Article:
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Statistical modelling of games

This thesis mainly focuses on the statistical modelling of a selection of games, namely, the minority game, the urn model and the Hawk-Dove game. Chapters 1 and 2 give a brief introduction and survey of the field. In Chapter 3, the key characteristics of the minority game are reproduced. In addition, the minority game is extended to include wealth distribution and leverage effect. By assuming that each player has initial wealth which rises and falls according to profit and loss, with the potential of borrowing and bankruptcy, we find that modelled wealth distribution may be power law distributed and leverage increases the instability of the system. In Chapter 4, to explore the effects of memory, we construct a model where agents with memories of different lengths compete for finite resources. Using analytical and numerical approaches, our research demonstrates that an instability exists at a critical memory length; and players with different memory lengths are able to compete with each other and achieve a state of co-existence. The analytical solution is found to be connected to the well-known urn model. Additionally, our findings reveal that the temperature is related to the agent's memory. Due to its general nature, this memory model could potentially be relevant for a variety of other game models. In Chapter 5, our main finding is extended to the Hawk-Dove game, by introducing the memory parameter to each agent playing the game. An assumption is made that agents try to maximise their profits by learning from past experiences, stored in their finite memories. We show that the analytical results obtained from these two games are in agreement with the results from our simulations. It is concluded that the instability occurs when agents' memory lengths reach the critical value. Finally, Chapter 6 provides some concluding remarks and outlines some potential future work.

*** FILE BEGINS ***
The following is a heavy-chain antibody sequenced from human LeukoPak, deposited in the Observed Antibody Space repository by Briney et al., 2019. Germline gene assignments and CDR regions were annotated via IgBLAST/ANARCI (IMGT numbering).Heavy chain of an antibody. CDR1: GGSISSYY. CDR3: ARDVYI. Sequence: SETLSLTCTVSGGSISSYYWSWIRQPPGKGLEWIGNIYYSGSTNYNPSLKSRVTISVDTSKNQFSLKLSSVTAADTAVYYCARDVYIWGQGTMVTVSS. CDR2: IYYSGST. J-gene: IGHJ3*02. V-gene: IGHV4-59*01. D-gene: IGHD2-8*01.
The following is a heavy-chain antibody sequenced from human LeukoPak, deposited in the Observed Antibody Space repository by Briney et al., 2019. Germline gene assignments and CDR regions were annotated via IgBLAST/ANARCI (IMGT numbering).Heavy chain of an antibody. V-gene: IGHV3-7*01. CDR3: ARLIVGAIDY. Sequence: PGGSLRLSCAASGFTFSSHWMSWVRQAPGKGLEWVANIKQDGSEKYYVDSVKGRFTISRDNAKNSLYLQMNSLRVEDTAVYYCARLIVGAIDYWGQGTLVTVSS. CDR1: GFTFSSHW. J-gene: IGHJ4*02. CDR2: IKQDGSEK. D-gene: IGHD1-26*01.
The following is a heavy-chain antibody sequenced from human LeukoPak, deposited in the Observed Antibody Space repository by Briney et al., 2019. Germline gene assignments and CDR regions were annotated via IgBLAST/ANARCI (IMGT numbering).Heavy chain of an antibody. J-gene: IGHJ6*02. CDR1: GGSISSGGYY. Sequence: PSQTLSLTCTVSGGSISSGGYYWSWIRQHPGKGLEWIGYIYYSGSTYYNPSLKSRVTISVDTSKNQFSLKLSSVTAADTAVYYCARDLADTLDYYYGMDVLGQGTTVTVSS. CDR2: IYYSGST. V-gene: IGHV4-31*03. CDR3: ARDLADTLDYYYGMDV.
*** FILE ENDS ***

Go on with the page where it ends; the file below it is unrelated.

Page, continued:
Date January 2016
CreatorsGao, Yu
PublisherUniversity of Nottingham
Source SetsEthos UK
Detected LanguageEnglish
TypeElectronic Thesis or Dissertation

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